How to keep your hands busy after quitting smoking

Smoking brings all kinds of benefits from the 10-minute acceptable, regular break to a purpose for those funny things most of us have at the end of our arms. Great when you need to lift something, write an essay, or drink a cup of tea but when you’re standing there trying to have a conversation, they are just a bit awkward really. Hands, huh – who’d have ‘em!


Many smokers struggle to know what to do with their hands when they stop smoking, the constant hand to mouth action gives hands a purpose when there is nothing else for them to do. Although most non-smokers accept that their hands will simply rest at their side, or in their laps for those not used to that it feels uncomfortable. There are many suggestions for what to do with your hands when you stop smoking, for example squeezing a stress ball, doodling, drinking a glass of water but no one really wants to be that adult out with friends playing with their bop it.

What can you do to keep your hands busy when you quit smoking?

When you quit smoking using hypnotherapy, you will learn how to make conscious choices. Some people do walk out of the hypnotherapy room with the mindset of someone who has never smoked. Other people use the power of hypnosis to feel in control of their choices so the craving for a cigarette no longer has power over your mind.

There is the option to find another activity for your hands and a quick online search will bring up many ideas such as knitting, gaming, or reading. But when you use mindfulness techniques such as meditation or yoga to rekindle your mind-body connection you will feel comfortable with your body and its natural ways, without the need to give your hands a permanent purpose.

In addition to the feeling of nicotine in your body, smoking is a habitual process. Most smokers ‘light up’ at the same time each day, in the same place, in routine. It becomes a learned reaction – much like a driver, when seated as a passenger, will naturally press an imaginary break in the car when the car in front stops suddenly. Learned reactions feel comfortable, it is a fight to go against them. Therefore, not fulfilling the hand to mouth habit is uncomfortable when you stop smoking.

What happens when you sit with the feeling of discomfort? Mindfulness is a practice that accepts all feelings as equal. I enjoy thinking of feelings like colours. All different but all equal, no one colour is better than another and no one colour is worse than another. It takes practice to accept all your feelings and permit each one to stay for as long as necessary when you are conditioned to think of some as bad feelings. However, when you do, it stops the fight.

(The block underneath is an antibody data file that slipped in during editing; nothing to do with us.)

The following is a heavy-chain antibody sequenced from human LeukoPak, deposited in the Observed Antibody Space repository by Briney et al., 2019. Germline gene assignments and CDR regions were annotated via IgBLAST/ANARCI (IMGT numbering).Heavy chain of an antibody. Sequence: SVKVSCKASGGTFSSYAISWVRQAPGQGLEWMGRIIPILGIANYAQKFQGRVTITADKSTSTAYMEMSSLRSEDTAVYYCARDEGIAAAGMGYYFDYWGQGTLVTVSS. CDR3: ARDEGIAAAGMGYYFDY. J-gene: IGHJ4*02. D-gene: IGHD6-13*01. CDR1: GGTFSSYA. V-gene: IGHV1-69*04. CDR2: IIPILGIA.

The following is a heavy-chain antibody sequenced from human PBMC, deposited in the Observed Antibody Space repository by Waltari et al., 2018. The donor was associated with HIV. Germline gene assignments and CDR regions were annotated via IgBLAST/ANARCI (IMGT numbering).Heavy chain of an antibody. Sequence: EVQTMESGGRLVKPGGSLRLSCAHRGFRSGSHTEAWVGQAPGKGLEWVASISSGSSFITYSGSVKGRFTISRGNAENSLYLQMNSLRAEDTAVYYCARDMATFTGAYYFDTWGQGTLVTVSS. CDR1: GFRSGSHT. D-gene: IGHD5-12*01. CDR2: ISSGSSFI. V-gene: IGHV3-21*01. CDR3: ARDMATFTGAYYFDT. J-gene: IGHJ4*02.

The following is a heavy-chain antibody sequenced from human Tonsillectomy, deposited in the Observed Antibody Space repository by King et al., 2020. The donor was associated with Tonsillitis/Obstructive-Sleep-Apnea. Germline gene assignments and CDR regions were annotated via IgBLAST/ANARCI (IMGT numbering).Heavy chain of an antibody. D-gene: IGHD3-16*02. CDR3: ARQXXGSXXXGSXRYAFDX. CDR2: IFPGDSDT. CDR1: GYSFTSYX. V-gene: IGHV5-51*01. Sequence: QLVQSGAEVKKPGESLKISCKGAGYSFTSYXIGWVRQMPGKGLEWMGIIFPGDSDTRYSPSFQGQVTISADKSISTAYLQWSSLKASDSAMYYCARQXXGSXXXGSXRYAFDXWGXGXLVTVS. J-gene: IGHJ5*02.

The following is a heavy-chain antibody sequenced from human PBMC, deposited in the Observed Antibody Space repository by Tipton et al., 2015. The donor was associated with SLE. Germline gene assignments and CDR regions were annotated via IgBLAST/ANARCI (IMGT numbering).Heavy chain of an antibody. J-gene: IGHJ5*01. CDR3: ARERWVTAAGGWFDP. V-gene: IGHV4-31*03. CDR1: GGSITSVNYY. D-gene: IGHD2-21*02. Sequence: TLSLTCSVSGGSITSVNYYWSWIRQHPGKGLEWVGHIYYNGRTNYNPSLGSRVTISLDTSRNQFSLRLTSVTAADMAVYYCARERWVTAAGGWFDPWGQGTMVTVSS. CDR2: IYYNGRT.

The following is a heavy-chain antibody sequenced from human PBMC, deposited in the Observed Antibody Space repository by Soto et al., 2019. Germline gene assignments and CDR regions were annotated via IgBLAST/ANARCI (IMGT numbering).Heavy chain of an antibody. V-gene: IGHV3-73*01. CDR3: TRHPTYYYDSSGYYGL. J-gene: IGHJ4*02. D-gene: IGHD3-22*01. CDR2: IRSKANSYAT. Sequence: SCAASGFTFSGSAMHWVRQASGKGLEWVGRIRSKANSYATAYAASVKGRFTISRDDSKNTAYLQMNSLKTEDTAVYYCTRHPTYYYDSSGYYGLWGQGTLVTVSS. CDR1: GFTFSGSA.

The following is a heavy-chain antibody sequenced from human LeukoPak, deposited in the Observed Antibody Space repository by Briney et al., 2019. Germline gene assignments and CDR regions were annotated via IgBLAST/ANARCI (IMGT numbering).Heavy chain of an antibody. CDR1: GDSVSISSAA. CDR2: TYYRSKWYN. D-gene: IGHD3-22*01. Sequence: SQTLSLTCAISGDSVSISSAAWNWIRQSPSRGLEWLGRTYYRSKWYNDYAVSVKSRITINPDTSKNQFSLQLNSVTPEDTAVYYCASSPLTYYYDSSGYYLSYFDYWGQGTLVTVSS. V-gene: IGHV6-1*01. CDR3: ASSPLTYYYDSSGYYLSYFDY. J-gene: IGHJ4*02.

When your hands have no purpose, and you feel desperate to run to the next shop to buy some cigarettes and give your hands something to do, instead give the feeling some thought. What does it feel like, physically and mentally? What is it you want to shut away, get rid of? Then what happens when you allow the feeling, label the feeling, describe it to yourself and explore it.

To strengthen your mind and body you need to put yourself out of your comfort zone. Doing so will force you to demand strength from within. The more strength you pull out of yourself the stronger you become.

Working with a hypnotherapist will help make the process of training your brain easier, you will learn powerful tools, so achieving your goal becomes manageable. However, when this is not possible and you do need to find a way to keep your hands busy when you quit smoking, choose healthier habits. Drinking water is beneficial to your body. A sip of water when you feel that craving will give your hands a purpose. 10 press-ups will empower your hands as they take the weight of your body and give them a greater purpose than the hand to mouth action of smoking. Before you start a new habit consider whether it is something you feel happy making a part of your life.

The views expressed in this article are those of the author. All articles published on Hypnotherapy Directory are reviewed by our editorial team.

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Written by Juliet Hollingsworth, MSc
Farnham GU9 & GU10

Juliet is a trauma-informed therapist. Her passion is helping people reach their potential through a combination of hypnotherapy, psychotherapy and transpersonal psychology. Juliet works online and face to face with clients across the world. (DHP Clinical Hypnotherapy & Psychotherapy. MSc Consciousness, Spirituality & Transpersonal psychology.)

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